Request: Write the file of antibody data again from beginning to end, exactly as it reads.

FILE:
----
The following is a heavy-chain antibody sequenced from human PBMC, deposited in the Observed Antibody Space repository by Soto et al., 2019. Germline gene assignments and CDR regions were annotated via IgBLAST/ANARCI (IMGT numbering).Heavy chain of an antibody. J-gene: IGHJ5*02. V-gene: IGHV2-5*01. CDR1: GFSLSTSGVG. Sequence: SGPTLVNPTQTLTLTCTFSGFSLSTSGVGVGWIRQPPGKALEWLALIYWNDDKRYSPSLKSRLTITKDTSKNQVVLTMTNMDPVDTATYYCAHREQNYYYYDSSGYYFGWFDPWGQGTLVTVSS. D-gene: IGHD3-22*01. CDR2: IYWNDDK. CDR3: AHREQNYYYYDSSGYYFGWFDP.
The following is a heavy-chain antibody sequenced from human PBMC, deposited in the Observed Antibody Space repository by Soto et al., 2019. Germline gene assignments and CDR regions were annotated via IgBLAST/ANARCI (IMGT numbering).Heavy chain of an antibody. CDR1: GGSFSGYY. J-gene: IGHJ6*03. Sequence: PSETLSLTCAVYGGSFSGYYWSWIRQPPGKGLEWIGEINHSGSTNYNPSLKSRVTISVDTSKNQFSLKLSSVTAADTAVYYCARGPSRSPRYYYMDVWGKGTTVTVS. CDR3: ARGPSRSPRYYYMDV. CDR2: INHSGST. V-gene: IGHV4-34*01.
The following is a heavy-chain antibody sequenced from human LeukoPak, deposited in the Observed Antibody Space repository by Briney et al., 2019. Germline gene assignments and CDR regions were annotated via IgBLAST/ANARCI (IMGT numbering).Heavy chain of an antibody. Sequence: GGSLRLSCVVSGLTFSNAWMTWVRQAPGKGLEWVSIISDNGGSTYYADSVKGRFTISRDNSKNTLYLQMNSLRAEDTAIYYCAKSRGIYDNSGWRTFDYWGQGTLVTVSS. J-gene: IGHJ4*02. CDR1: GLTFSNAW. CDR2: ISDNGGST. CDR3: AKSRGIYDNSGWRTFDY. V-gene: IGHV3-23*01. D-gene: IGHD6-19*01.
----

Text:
The following is a heavy-chain antibody sequenced from human PBMC, deposited in the Observed Antibody Space repository by Soto et al., 2019. Germline gene assignments and CDR regions were annotated via IgBLAST/ANARCI (IMGT numbering).Heavy chain of an antibody. J-gene: IGHJ5*02. V-gene: IGHV2-5*01. CDR1: GFSLSTSGVG. Sequence: SGPTLVNPTQTLTLTCTFSGFSLSTSGVGVGWIRQPPGKALEWLALIYWNDDKRYSPSLKSRLTITKDTSKNQVVLTMTNMDPVDTATYYCAHREQNYYYYDSSGYYFGWFDPWGQGTLVTVSS. D-gene: IGHD3-22*01. CDR2: IYWNDDK. CDR3: AHREQNYYYYDSSGYYFGWFDP.
The following is a heavy-chain antibody sequenced from human PBMC, deposited in the Observed Antibody Space repository by Soto et al., 2019. Germline gene assignments and CDR regions were annotated via IgBLAST/ANARCI (IMGT numbering).Heavy chain of an antibody. CDR1: GGSFSGYY. J-gene: IGHJ6*03. Sequence: PSETLSLTCAVYGGSFSGYYWSWIRQPPGKGLEWIGEINHSGSTNYNPSLKSRVTISVDTSKNQFSLKLSSVTAADTAVYYCARGPSRSPRYYYMDVWGKGTTVTVS. CDR3: ARGPSRSPRYYYMDV. CDR2: INHSGST. V-gene: IGHV4-34*01.
The following is a heavy-chain antibody sequenced from human LeukoPak, deposited in the Observed Antibody Space repository by Briney et al., 2019. Germline gene assignments and CDR regions were annotated via IgBLAST/ANARCI (IMGT numbering).Heavy chain of an antibody. Sequence: GGSLRLSCVVSGLTFSNAWMTWVRQAPGKGLEWVSIISDNGGSTYYADSVKGRFTISRDNSKNTLYLQMNSLRAEDTAIYYCAKSRGIYDNSGWRTFDYWGQGTLVTVSS. J-gene: IGHJ4*02. CDR1: GLTFSNAW. CDR2: ISDNGGST. CDR3: AKSRGIYDNSGWRTFDY. V-gene: IGHV3-23*01. D-gene: IGHD6-19*01.